Logan Mankins practices with Pats
FOXBOROUGH, Mass. -- Four-time Pro Bowl offensive guard Logan Mankins was removed from the physically unable to perform list by the New England Patriots on Sunday, returning to practice for the first time since undergoing surgery to repair a torn right anterior cruciate ligament.
In doing so, he revealed that he played parts of last season with the injury. The secret to his ability to play through such pain?
"Put a brace on, tape an aspirin to it and go," he cracked.
There was no aspirin taped to the black brace Mankins wore during Sunday's practice, in which he only participated in individual drills, but the eight-year veteran was all smiles afterward. He said he missed being on the field with his teammates, and given some of the early struggles of the offensive line, it was clear the unit missed him.
Mankins wouldn't specify when the injury occurred, saying only that "it happened a long time ago, a lot longer than you would have thought it happened." The only thing he ruled out is that it didn't happen when he was thrust into an emergency role at left tackle late in the year (he actually hurt his left knee at that time). So why keep playing?
"It wasn't 100 percent, but it was still functionable," he explained of the torn right ACL. "I could still run, so there was no reason to sit out. There were no MRIs or anything, so we never knew exactly what was hurt. If you can still run and play, there is no reason to go see a doctor, right?"
It wasn't until an MRI taken after Super Bowl XLVI that the exact injury was discovered.
"I knew something was wrong with it. I didn't know to what extent," he said. "It was a little surprising."
The 6-foot-4, 310-pound Mankins explained that the plan is to take his return slowly, but he hopes to be ready for the Patriots' regular-season opener Sept. 9 in Tennessee.
Sunday marked an important milestone in his recovery process.
"It's a big step. We haven't put on pads or anything yet, so whenever that gets to happen, that will be the next big step, and we'll see how it goes," he said, pointing out that it wouldn't be possible without Patriots athletic trainers Jim Whalen, David Granito and Joe Van Allen, along with strength and conditioning coaches Harold Nash and Moses Cabrera.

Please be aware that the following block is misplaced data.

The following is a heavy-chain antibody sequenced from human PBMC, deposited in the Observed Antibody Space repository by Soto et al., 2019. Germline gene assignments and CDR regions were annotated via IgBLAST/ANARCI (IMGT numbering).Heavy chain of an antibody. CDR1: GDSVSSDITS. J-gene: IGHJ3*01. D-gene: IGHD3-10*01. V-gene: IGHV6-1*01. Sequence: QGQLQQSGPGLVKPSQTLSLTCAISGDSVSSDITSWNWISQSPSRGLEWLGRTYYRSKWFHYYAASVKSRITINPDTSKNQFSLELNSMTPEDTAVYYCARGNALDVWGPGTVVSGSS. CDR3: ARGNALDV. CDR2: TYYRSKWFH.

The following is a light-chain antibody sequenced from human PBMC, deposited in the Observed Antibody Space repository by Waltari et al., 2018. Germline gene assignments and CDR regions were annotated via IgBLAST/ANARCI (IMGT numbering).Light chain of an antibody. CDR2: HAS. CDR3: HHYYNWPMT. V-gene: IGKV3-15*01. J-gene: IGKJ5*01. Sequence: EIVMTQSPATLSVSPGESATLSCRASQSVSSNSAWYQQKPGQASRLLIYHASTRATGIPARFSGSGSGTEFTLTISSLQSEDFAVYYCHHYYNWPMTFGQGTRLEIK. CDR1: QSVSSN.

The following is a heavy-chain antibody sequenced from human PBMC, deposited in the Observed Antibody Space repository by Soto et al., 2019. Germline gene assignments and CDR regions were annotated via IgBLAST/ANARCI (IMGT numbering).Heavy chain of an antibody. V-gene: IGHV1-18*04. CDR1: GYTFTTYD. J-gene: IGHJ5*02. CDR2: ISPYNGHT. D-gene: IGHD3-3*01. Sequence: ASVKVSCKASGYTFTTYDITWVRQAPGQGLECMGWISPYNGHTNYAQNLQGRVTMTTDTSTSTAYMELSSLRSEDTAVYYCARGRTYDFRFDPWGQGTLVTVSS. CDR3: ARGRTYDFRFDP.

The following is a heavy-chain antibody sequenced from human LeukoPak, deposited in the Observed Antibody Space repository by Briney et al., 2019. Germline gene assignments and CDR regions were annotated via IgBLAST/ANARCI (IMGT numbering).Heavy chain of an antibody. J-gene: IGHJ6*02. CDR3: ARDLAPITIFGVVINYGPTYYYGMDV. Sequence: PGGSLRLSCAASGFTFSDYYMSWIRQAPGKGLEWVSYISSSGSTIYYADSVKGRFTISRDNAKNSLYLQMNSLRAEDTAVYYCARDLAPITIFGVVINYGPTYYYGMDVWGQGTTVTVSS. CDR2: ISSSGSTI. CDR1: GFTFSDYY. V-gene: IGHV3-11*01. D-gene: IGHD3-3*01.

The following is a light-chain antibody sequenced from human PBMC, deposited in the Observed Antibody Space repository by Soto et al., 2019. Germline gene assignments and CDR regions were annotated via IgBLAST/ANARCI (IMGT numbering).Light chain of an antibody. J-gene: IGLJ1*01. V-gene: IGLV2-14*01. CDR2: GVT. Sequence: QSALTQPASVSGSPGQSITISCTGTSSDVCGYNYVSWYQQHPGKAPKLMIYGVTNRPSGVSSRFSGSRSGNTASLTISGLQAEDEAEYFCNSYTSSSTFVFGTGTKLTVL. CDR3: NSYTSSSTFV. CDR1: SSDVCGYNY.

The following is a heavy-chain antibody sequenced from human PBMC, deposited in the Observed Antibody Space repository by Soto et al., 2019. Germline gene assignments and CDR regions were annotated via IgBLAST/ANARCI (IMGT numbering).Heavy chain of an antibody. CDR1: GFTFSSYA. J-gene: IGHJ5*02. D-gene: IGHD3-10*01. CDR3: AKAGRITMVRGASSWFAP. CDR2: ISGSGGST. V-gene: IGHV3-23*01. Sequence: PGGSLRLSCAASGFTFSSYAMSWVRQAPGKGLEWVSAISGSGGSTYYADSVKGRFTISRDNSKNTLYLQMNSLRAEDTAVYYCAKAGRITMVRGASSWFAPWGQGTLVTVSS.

Mankins revealed that he would privately give the team's injured players a hard time in recent seasons, but the tables were turned on him this year.
"I always felt like we were here to do a job, so you should be out there practicing and playing. ... I'm here to play football, not watch and collect a check," he said. "The first few weeks of camp were tough to not be out there, but it was something that had to be done."
When the Patriots held their early walkthrough portion of practice Sunday, Mankins was back in his familiar spot with the first unit, replacing five-year veteran Donald Thomas, who primarily filled in for him over the last few weeks.
Coach Bill Belichick praised Mankins' work ethic over the offseason.
"Nobody's worked harder than Logan," he said. "He comes in early, stays late, works hard. We know he's a really tough, dependable guy. He's put a lot into it. He's worked as hard as anybody can."
Receiver Wes Welker, who returned from a torn ACL in the 2010 season, echoed those thoughts.
"He's been in the Pro Bowl multiple times, a great leader on our team, and tough guy, it's great to see him out here," he said. "I definitely have an appreciation for what he's had to go through."
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